It is possible that violent anti-government groups will step up violent attacks, and seek more sophisticated arms beyond burning tires and Molotov cocktails. The regime constantly claims that Iran is supporting the uprising, accusations that are mostly unevidenced and doubted by the US Embassy in Bahrain. However, the concern of foreign meddling may be a legitimate worry if Bahrain continues on this path and the population’s legitimate grievances are not addressed.
If security and stability were to dramatically deteriorate in Bahrain, other Gulf states would likely provide immediate economic support, with probable military intervention from Saudi Arabia, as happened in 2011. But this scenario also presents problems for the West, which has kept its involvement at arms length. While the United Nations has repeatedly acknowledged and condemned abuses in Bahrain, its western supporters have yet to consider larger changes in policy. In the case of the United States, they’ve only recently announced an expansion of the fleet stationed on the island, and have put forth no indication that they have an alternative plan should the situation deteriorate further in Bahrain.
International actors must move to push the government of Bahrain to implement the reforms to which it has already committed. The government-formed Bahrain Independent Commission of Inquiry (BICI) made numerous recommendations, many of which remain incomplete or wholly unimplemented. Recently, European Union’s parliament passed a resolution condemning Bahrain’s abuses and called upon the implementation of the BICI report; Bahrain’s government responded obstinately, claiming to have already implemented the recommendations and showed no signs that it is considering real reform. Given the lack of consequences tied to these condemnations, Bahrain views its international ties as intact, its domestic policies requiring no genuine political recalculation.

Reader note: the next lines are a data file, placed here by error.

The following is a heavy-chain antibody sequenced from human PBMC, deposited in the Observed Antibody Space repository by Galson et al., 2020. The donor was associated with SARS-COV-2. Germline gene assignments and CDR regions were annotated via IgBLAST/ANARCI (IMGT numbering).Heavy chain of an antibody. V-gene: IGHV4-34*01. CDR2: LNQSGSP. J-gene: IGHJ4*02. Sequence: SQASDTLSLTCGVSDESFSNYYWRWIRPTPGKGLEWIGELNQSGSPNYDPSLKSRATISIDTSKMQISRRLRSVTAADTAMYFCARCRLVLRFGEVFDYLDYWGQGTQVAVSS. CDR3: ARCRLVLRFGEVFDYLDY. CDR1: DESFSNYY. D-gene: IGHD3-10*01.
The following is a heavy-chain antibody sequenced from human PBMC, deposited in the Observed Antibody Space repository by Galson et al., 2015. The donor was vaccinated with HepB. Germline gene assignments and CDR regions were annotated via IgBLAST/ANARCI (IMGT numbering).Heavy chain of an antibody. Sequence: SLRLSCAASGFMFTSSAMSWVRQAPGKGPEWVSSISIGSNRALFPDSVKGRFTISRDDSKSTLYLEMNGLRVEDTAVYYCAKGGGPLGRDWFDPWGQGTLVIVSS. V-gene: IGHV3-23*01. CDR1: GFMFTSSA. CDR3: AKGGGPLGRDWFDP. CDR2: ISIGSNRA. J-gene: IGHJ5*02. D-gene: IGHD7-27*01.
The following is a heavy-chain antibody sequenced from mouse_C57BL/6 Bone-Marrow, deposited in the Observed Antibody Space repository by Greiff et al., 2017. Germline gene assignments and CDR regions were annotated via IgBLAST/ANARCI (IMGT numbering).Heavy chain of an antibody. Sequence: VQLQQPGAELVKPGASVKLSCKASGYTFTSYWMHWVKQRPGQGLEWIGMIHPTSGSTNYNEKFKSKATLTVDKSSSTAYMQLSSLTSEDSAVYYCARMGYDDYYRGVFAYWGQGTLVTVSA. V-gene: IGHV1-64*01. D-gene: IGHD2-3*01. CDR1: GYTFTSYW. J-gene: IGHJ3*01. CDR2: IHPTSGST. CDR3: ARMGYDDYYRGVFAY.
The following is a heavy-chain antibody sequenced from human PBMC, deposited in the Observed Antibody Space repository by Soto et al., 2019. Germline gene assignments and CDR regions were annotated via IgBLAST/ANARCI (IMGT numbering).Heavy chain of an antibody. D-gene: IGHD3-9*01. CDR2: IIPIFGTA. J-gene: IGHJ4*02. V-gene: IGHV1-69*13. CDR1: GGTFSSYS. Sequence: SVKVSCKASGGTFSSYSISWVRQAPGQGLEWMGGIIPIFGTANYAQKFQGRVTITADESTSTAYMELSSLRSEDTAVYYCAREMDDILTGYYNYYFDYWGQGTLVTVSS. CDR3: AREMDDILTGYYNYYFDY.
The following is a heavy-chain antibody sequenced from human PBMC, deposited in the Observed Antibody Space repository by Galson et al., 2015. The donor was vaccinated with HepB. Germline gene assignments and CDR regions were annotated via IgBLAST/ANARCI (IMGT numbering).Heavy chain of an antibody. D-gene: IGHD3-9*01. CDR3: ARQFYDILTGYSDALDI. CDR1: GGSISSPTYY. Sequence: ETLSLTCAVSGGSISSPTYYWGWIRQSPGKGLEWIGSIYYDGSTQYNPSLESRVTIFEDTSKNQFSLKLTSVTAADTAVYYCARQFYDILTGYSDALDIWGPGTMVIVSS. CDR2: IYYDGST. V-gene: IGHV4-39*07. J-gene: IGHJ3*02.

Pro-democracy powers must impress upon the government of Bahrain that reform is the only way to avert further instability. The United States should be particularly adamant. A long-term volatile political climate would jeopardize both the position of the US Navy’s 5th fleet stationed in Bahraini waters and the vital interests of Bahrain’s immediate neighbors. Using those relationships to advocate for genuine and inclusive reforms in Bahrain, pro-democracy powers can encourage positive political change while safeguarding important national interests—as well as defending the United States’ values. Key regional supporters, particularly Saudi Arabia, must also realize that while Bahrain’s abusive system of government has thus far survived the uprising, it is impossible to support this status quo indefinitely.
Bahrain’s allies have two choices: push for reform now, while the opposition remains predominantly nonviolent and moderate and the government is capable of maintaining stability; or scramble for reform later as the opposition grows more violent and intractable and the strength of the government deteriorates. In the first instance, political outcomes are more predictable and require less intensive investment to offset the pains of transition; in the second, extremist groups may find a new port in the storm.
Adam Simpson is an intern with the Atlantic Council’s Rafik Hariri Center for the Middle East.